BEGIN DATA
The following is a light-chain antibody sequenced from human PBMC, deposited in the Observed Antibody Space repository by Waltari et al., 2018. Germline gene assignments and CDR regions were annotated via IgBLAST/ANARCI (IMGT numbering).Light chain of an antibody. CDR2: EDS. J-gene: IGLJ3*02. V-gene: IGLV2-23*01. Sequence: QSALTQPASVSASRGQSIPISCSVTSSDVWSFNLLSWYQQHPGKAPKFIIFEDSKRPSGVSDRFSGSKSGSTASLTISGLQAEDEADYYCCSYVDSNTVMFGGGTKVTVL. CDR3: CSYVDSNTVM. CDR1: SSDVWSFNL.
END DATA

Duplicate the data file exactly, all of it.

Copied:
The following is a light-chain antibody sequenced from human PBMC, deposited in the Observed Antibody Space repository by Waltari et al., 2018. Germline gene assignments and CDR regions were annotated via IgBLAST/ANARCI (IMGT numbering).Light chain of an antibody. CDR2: EDS. J-gene: IGLJ3*02. V-gene: IGLV2-23*01. Sequence: QSALTQPASVSASRGQSIPISCSVTSSDVWSFNLLSWYQQHPGKAPKFIIFEDSKRPSGVSDRFSGSKSGSTASLTISGLQAEDEADYYCCSYVDSNTVMFGGGTKVTVL. CDR3: CSYVDSNTVM. CDR1: SSDVWSFNL.